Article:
Hey there, time traveller!
This article was published 28/2/2014 (1124 days ago), so information in it may no longer be current.
The Vince Li case has entered the political arena, with Manitoba MP Shelly Glover and the Manitoba government swiping at each other about which freedoms should be granted to the mentally ill killer.
Glover blasted the provincial Crown attorney's office Friday for not objecting to enhanced freedoms for Li, who was found not criminally responsible for the random killing of Tim McLean on board a Greyhound bus in 2008. In an unusual move, Glover called for Justice Minister Andrew Swan to file a legal appeal of his department's own position on the controversial matter.
"The decision by the Manitoba government not to object to any of the recommendations made to grant Vince Li additional freedoms, including unescorted trips into Selkirk, is an insult not only to the family of Tim McLean but to all law-abiding Manitobans.
"Our Conservative government is firmly calling on the province of Manitoba to immediately appeal this insensitive decision," Glover wrote in a news release on Friday that was distributed to media by the Prime Minister's Office, indicating it had approval at the highest level of government.
Glover's demand drew a quick response from the province, which accused her of "playing politics" with a serious matter.
Dave Chomiak, speaking on behalf of Justice Minister Andrew Swan, said a provincial attorney general cannot intervene in a review board decision. Chomiak, a former Manitoba attorney general, said the province has sent two letters to the federal government urging it to change the Criminal Code to make public safety the paramount issue in these types of cases.
'The decision by the Manitoba government not to object to any of the recommendations made to grant Vince Li additional freedoms, including unescorted trips into Selkirk, is an insult not only to the family of Tim McLean but to all law-abiding Manitobans' -- Manitoba MP Shelly Glover, in a news release Friday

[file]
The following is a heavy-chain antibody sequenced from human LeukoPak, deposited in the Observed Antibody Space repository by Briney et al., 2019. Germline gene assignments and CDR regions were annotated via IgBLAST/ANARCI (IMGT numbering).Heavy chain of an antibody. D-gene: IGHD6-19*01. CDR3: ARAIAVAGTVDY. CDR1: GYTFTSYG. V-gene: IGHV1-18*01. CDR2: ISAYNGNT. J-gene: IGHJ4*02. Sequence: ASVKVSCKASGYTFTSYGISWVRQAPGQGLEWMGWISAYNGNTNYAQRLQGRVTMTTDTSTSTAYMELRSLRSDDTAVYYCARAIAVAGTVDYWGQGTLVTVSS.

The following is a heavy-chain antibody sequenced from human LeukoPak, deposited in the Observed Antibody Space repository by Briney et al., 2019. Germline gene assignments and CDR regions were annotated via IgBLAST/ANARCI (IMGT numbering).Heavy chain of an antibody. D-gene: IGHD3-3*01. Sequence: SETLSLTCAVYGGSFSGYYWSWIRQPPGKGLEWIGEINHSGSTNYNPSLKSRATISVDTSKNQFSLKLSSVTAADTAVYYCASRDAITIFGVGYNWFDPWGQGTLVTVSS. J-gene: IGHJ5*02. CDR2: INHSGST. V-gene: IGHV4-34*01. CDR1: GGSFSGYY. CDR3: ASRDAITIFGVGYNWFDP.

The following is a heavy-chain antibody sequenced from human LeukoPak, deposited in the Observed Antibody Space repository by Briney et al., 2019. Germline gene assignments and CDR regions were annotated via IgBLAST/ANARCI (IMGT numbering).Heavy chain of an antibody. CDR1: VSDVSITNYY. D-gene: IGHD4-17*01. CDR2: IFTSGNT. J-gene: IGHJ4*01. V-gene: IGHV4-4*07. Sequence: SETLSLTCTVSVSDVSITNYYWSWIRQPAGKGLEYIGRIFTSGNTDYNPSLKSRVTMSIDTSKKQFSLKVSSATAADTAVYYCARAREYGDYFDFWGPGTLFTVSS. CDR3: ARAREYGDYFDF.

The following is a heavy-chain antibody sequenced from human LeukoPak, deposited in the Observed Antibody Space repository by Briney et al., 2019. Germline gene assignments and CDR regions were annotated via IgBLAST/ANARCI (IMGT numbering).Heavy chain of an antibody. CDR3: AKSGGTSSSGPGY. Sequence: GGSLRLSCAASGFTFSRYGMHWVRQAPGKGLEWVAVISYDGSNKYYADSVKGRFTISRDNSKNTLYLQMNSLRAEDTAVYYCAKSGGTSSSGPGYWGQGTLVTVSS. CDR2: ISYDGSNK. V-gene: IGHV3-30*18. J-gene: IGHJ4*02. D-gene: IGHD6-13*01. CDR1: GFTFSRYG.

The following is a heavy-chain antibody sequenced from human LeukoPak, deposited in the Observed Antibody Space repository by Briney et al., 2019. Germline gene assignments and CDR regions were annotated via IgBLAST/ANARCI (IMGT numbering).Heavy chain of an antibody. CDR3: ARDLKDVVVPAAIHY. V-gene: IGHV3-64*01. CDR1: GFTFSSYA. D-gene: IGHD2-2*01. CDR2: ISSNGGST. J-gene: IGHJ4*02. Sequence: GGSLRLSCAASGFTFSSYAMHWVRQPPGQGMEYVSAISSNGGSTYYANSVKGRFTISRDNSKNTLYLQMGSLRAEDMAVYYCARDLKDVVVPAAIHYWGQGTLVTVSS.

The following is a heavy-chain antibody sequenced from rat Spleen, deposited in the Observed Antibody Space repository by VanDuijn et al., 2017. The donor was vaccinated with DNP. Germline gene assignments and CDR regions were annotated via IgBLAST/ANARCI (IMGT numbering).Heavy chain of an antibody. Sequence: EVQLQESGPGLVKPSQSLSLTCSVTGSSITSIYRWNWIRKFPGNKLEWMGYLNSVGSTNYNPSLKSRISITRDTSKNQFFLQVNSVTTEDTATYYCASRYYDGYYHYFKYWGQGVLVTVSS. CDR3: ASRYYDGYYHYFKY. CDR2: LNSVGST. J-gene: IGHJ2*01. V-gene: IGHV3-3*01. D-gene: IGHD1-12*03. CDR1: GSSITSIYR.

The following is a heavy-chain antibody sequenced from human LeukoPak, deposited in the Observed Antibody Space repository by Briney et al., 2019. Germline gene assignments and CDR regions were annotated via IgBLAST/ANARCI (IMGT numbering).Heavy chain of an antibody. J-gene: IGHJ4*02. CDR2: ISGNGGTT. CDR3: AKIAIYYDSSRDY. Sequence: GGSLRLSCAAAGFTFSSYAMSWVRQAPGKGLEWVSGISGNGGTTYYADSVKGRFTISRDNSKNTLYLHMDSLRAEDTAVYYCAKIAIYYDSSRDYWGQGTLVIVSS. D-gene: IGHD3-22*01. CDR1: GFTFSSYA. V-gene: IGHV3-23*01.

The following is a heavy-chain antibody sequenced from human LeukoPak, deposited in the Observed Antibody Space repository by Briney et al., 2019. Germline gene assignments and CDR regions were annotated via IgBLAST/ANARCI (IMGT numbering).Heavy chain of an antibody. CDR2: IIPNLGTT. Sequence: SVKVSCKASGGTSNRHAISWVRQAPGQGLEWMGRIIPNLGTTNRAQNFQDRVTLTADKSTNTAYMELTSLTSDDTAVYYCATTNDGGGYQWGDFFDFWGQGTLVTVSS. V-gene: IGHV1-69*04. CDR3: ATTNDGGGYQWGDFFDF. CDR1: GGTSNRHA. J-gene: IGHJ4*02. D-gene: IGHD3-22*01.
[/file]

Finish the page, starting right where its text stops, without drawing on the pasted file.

"Shelly Glover could easily go down the hallway, talk to her colleague in the cabinet (federal Justice Minister Peter MacKay) and have the law changed, as we recommended," he told reporters. "They have not changed this law. It is their responsibility to do so."
Then Glover issued a terse response to Chomiak.
"The people of Manitoba deserve better protection. Unlike the Manitoba government, which has not lifted a finger while Mr. Li was released onto the streets of Selkirk, our Conservative government has moved to amend the law to protect Canadians from dangerous offenders found not criminally responsible," her statement said.
Li learned this week the Manitoba review board agreed to all of the enhanced freedoms that were proposed at his annual review on Monday -- and endorsed by Crown attorney Susan Helenchilde.
Li will be allowed unescorted passes into Selkirk on an incremental basis, beginning at 30 minutes and up to a full day at a time.
Previously, Li was allowed off-site only with an escort. He has had more than 100 visits into Selkirk, without incident.